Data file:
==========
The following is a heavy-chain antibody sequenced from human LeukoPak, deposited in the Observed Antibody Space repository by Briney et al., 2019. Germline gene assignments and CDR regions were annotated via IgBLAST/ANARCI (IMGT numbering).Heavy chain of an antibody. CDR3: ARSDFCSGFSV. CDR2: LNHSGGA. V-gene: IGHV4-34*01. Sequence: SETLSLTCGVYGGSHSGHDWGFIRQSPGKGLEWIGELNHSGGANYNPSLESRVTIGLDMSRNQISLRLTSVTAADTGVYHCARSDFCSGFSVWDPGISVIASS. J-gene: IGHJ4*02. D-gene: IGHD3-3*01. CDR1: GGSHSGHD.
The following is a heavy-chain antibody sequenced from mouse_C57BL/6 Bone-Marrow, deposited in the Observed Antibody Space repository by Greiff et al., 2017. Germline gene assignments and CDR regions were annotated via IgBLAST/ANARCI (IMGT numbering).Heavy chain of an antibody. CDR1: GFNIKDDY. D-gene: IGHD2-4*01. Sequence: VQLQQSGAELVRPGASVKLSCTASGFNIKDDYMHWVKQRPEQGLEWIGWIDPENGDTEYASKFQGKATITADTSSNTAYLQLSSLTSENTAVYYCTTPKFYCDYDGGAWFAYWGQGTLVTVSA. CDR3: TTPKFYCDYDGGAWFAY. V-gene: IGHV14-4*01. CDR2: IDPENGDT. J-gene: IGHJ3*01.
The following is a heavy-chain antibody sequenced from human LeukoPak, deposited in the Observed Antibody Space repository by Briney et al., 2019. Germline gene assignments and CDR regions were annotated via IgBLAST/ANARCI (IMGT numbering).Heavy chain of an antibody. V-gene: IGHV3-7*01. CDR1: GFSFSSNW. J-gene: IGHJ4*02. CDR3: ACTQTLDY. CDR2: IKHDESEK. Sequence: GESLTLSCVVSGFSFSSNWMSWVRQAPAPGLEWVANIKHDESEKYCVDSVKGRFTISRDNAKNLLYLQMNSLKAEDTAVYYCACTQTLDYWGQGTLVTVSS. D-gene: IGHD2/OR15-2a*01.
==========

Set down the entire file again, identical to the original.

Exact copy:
The following is a heavy-chain antibody sequenced from human LeukoPak, deposited in the Observed Antibody Space repository by Briney et al., 2019. Germline gene assignments and CDR regions were annotated via IgBLAST/ANARCI (IMGT numbering).Heavy chain of an antibody. CDR3: ARSDFCSGFSV. CDR2: LNHSGGA. V-gene: IGHV4-34*01. Sequence: SETLSLTCGVYGGSHSGHDWGFIRQSPGKGLEWIGELNHSGGANYNPSLESRVTIGLDMSRNQISLRLTSVTAADTGVYHCARSDFCSGFSVWDPGISVIASS. J-gene: IGHJ4*02. D-gene: IGHD3-3*01. CDR1: GGSHSGHD.
The following is a heavy-chain antibody sequenced from mouse_C57BL/6 Bone-Marrow, deposited in the Observed Antibody Space repository by Greiff et al., 2017. Germline gene assignments and CDR regions were annotated via IgBLAST/ANARCI (IMGT numbering).Heavy chain of an antibody. CDR1: GFNIKDDY. D-gene: IGHD2-4*01. Sequence: VQLQQSGAELVRPGASVKLSCTASGFNIKDDYMHWVKQRPEQGLEWIGWIDPENGDTEYASKFQGKATITADTSSNTAYLQLSSLTSENTAVYYCTTPKFYCDYDGGAWFAYWGQGTLVTVSA. CDR3: TTPKFYCDYDGGAWFAY. V-gene: IGHV14-4*01. CDR2: IDPENGDT. J-gene: IGHJ3*01.
The following is a heavy-chain antibody sequenced from human LeukoPak, deposited in the Observed Antibody Space repository by Briney et al., 2019. Germline gene assignments and CDR regions were annotated via IgBLAST/ANARCI (IMGT numbering).Heavy chain of an antibody. V-gene: IGHV3-7*01. CDR1: GFSFSSNW. J-gene: IGHJ4*02. CDR3: ACTQTLDY. CDR2: IKHDESEK. Sequence: GESLTLSCVVSGFSFSSNWMSWVRQAPAPGLEWVANIKHDESEKYCVDSVKGRFTISRDNAKNLLYLQMNSLKAEDTAVYYCACTQTLDYWGQGTLVTVSS. D-gene: IGHD2/OR15-2a*01.